So I should just number 6 boxes above the line or 12 below?

You can, but I strongly encourage you to number more! Whether you are voting above the line or below the line, the more squares you number, the more powerful your vote becomes.

I've numbered, say, 23 boxes and I don't like any of the other parties/candidates.  Should I stop now?

You certainly can, but it's more effective to keep going.  One of the most important messages in the new system is that while you can stop when you run out of parties that you like, this may result in a candidate you strongly dislike beating a candidate who you think is the lesser evil.  Just voting for the parties you like and then stopping is not making the best use of your vote.

A lot of voters - especially a lot of idealistic left-wing voters - are a bit silly about this and worry that if they preference a party they dislike they may help it win.  Well yes, but your preference can only ever reach that party if the only other parties left in the contest are the ones you have preferenced behind it or not at all! If that's the case then someone from that list is going to win a seat, whether you decide to help the lesser evils beat the greater evils or not.

To make best use of your vote, you should only stop when one of the following happens:

1. You could not care less which of the remaining candidates wins (assuming that at least one is elected).
2. You so strongly dislike all the remaining candidates that you feel morally opposed to even helping them beat each other.
3. Although you actually dislike one of the remaining parties less than one or more of the others, you want to exhaust your vote in protest to encourage that party to listen to your concerns.  (To make your point effectively, I suggest you send that party a letter after the election telling them you did this, since they won't be able to work it out from your vote.)

Of course, some voters just "don't have the time" to number more than a few squares.  It's up to you whether voting effectively is a priority for you or not.  I'm just suggesting what you should do if it is.

I want to vote below the line for a candidate, and I want to put a certain party last, but I don't want to number 150 boxes.  Is 
there a shortcut?

Yes!  Bear in mind that with the exception of Labor, the Coalition, the Greens, and NXT in SA, the great majority of tickets have no chance at all of getting more than one seat in any given state.  So there is no need for you to send your preferences to all the candidates for every micro-party, just the lead candidate will do.  Make sure you still preference all candidates from the bigger parties if doing this though (except the party you are putting last.)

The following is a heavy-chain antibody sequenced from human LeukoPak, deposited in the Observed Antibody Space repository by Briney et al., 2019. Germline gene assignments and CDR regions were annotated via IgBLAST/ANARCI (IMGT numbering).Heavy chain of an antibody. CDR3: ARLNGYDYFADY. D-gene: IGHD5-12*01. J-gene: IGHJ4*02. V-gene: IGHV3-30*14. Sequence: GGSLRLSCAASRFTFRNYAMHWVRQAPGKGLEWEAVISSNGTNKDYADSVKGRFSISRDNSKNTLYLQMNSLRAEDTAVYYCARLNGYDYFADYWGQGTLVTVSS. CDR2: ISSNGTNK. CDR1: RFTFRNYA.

Can I vote above and below the line?

There is not much point in voting both above and below the line. Under the old system voters sometimes voted both above and below the line so that if they made a mistake below the line their vote above the line would still be counted.  This still applies, but it's so much easier to just make sure you don't make a mistake in the first six numbers if you vote below the line.

Also (and this is one to watch for when telling confused elderly relatives how to vote!) do not cast a vote that crosses the line (eg a 1 above the line, then a 2 below, then a 3 below, a 4 above etc).  At best this will cause your vote to exhaust very quickly and at worst it will not count at all.

This is all confusing! I just want to do what my party wants!

That's up to you.  If your party is popular and you are voting at a booth, your party will probably hand out how-to-vote cards that tell you how they suggest you vote in the Senate.  If you are voting for a little-known party, you may need to check their website to see what they recommend (if anything).

Be aware that it is possible your party will deal with parties you do not agree with and hence recommend you vote for someone who you would not actually like.  However, this is much less likely in the new system.

I've heard that I can just vote 1 above the line and stop and my vote will still be counted!

That's true, but only to a limited degree.  If you do this then your vote will only count for the party you've voted for.  Once all that party's candidates are elected or excluded, your vote will exhaust and will play no further role in the election.  It might make sense to vote this way (despite what the instructions say) if you only liked one party and couldn't care less about any of the others, but really if this is true you should learn more about the different parties.  You will almost certainly find some of them appeal to you more than others.

(Likewise, if the voter stops after filling six squares below the line, their vote will still count, but it will have reduced power.)

This party I've never heard of has a cool-sounding name.  Should I preference it?

That's up to you, but again I suggest being cautious about parties you don't know much about.  Their name may misrepresent what they are really on about, or some of their candidates may go off on a completely different track if they're elected.